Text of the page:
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Fracking Earns Susquehanna River Number One Spot on Most Endangered List

May 18, 2011 | Parker Waichman LLP

The Susquehanna River, which provides drinking water for six million people  in the Northeast and Mid-Atlantic states,  is at risk because of hydraulic fracturing, according to a new report.  The report, from the group American Rivers, says hydraulic fracturing or fracking, has made the Susquehanna the most endangered river in the U.S.

The same study also found that fracking is jeopardizing  the Hoback River in western Wyoming, which American Rivers says ranks as the nation’s seventh most endangered river.

American Rivers has been issuing the "America’s Most Endangered Rivers" report for 26 years. According to the group, the report is not a ranking of the “worst” or most polluted rivers, but rather it lists rivers that are at a crossroads, whose fates will be determined in the coming year. 

The Susquehanna, one of the longest rivers in the nation, flows over the Marcellus Shale region, a rock formation underlying large parts of New York, Pennsylvania and Maryland.   It is believed that the Marcellus shale contains enough natural gas to meet U.S. needs for at least decade. 

But as American River points out, fracking requires that  massive amounts of water be withdrawn from rivers and streams, mixed with sand and toxic chemicals and pumped underground to fracture the shale under extreme pressure.  There are currently limited facilities for treating the highly toxic wastewater that results from the extraction process and few government regulations to prevent it from seeping into rivers like the Susquehanna,  the group said.

"Fracking poses one of the greatest risks our nation's rivers have faced in decades," says Andrew Fahlund, senior vice president of conservation at American Rivers, said in a statement. "We are taking a major gamble on the clean drinking water for millions of Americans."

American River is calling on New York, Pennsylvania and the Susquehanna River Basin Commission to impose fracking moratoriums until regulations are put in place to ensure the Susquehanna River is protected.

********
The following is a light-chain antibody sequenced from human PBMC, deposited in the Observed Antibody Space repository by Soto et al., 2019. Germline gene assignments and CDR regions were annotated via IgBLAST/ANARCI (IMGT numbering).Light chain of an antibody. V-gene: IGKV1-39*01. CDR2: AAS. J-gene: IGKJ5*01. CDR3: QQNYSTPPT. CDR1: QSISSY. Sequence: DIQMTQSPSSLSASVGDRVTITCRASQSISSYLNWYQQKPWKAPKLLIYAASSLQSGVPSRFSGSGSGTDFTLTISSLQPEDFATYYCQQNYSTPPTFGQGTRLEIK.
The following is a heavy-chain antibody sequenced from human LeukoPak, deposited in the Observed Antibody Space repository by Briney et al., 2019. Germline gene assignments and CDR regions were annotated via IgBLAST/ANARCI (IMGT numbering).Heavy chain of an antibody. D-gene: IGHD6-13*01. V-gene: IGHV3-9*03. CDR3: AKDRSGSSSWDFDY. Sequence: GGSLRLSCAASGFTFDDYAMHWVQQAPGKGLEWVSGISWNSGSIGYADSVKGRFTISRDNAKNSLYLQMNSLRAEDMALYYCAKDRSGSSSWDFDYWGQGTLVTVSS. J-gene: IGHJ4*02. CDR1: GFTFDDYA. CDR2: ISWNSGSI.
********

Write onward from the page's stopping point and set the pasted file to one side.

While New York has enacted a fracking moratorium while it studies its environmental impact, fracking is booming in Pennsylvania.   Unfortunately, the state has experienced a number of water contamination incidents since fracking took off there. In fact, only yesterday, the Pennsylvania Department of Environmental Protection (DEP) hit Chesapeake Energy with a record fine after problems with the casing on some of its gas wells caused methane gas to migrate and contaminate drinking water wells in Bradford County.  And just last month, a blowout at another Chesapeake  site in Bradford County spilled fracking fluid into a tributary of the Susquehanna.

Wyoming’s  Hoback River system provides clean drinking water for local communities and vital habitat for dozens of species, including large herds of elk, mule deer and pronghorn prized by hunters.  According to American Rivers, Plains Exploration and Production (PXP), a Houston-based energy company,  plans to start  fracking near the Hoback's headwaters.  

"Energy development is a fact of life in Wyoming, but some places are just too special to drill and should be left as they are,” said Scott Bosse, Northern Rockies director for American Rivers said in a statement. “The upper Hoback is sacred ground for hunters, anglers, boaters and hikers, and local residents have made it clear they want it stay that way."

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